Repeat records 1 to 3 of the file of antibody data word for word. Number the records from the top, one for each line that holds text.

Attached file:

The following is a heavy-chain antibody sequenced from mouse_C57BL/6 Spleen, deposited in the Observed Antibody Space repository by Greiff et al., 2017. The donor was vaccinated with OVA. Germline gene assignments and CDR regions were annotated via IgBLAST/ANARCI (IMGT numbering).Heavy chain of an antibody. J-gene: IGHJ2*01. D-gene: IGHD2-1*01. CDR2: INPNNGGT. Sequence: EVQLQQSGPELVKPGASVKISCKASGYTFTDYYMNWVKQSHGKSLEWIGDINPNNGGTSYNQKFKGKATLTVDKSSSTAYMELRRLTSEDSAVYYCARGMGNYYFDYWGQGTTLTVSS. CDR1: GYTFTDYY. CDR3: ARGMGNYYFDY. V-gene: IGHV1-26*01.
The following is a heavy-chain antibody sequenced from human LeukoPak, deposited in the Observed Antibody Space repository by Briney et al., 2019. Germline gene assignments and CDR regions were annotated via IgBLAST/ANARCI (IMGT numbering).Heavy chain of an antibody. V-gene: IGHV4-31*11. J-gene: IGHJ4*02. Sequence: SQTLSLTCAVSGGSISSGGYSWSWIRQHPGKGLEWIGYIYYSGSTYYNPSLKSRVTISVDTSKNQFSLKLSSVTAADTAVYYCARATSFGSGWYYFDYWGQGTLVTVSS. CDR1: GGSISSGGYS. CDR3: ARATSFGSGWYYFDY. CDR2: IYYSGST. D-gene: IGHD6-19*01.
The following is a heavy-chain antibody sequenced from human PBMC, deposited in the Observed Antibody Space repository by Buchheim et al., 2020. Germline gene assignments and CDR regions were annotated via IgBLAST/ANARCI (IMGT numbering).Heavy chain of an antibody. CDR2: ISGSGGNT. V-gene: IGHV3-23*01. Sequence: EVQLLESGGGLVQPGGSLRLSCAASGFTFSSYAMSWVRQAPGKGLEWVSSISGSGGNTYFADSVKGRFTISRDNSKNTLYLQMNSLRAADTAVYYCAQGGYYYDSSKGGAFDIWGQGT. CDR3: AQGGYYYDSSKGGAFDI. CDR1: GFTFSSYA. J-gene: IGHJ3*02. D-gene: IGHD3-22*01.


The following is a heavy-chain antibody sequenced from mouse_C57BL/6 Spleen, deposited in the Observed Antibody Space repository by Greiff et al., 2017. The donor was vaccinated with OVA. Germline gene assignments and CDR regions were annotated via IgBLAST/ANARCI (IMGT numbering).Heavy chain of an antibody. J-gene: IGHJ2*01. D-gene: IGHD2-1*01. CDR2: INPNNGGT. Sequence: EVQLQQSGPELVKPGASVKISCKASGYTFTDYYMNWVKQSHGKSLEWIGDINPNNGGTSYNQKFKGKATLTVDKSSSTAYMELRRLTSEDSAVYYCARGMGNYYFDYWGQGTTLTVSS. CDR1: GYTFTDYY. CDR3: ARGMGNYYFDY. V-gene: IGHV1-26*01.
The following is a heavy-chain antibody sequenced from human LeukoPak, deposited in the Observed Antibody Space repository by Briney et al., 2019. Germline gene assignments and CDR regions were annotated via IgBLAST/ANARCI (IMGT numbering).Heavy chain of an antibody. V-gene: IGHV4-31*11. J-gene: IGHJ4*02. Sequence: SQTLSLTCAVSGGSISSGGYSWSWIRQHPGKGLEWIGYIYYSGSTYYNPSLKSRVTISVDTSKNQFSLKLSSVTAADTAVYYCARATSFGSGWYYFDYWGQGTLVTVSS. CDR1: GGSISSGGYS. CDR3: ARATSFGSGWYYFDY. CDR2: IYYSGST. D-gene: IGHD6-19*01.
The following is a heavy-chain antibody sequenced from human PBMC, deposited in the Observed Antibody Space repository by Buchheim et al., 2020. Germline gene assignments and CDR regions were annotated via IgBLAST/ANARCI (IMGT numbering).Heavy chain of an antibody. CDR2: ISGSGGNT. V-gene: IGHV3-23*01. Sequence: EVQLLESGGGLVQPGGSLRLSCAASGFTFSSYAMSWVRQAPGKGLEWVSSISGSGGNTYFADSVKGRFTISRDNSKNTLYLQMNSLRAADTAVYYCAQGGYYYDSSKGGAFDIWGQGT. CDR3: AQGGYYYDSSKGGAFDI. CDR1: GFTFSSYA. J-gene: IGHJ3*02. D-gene: IGHD3-22*01.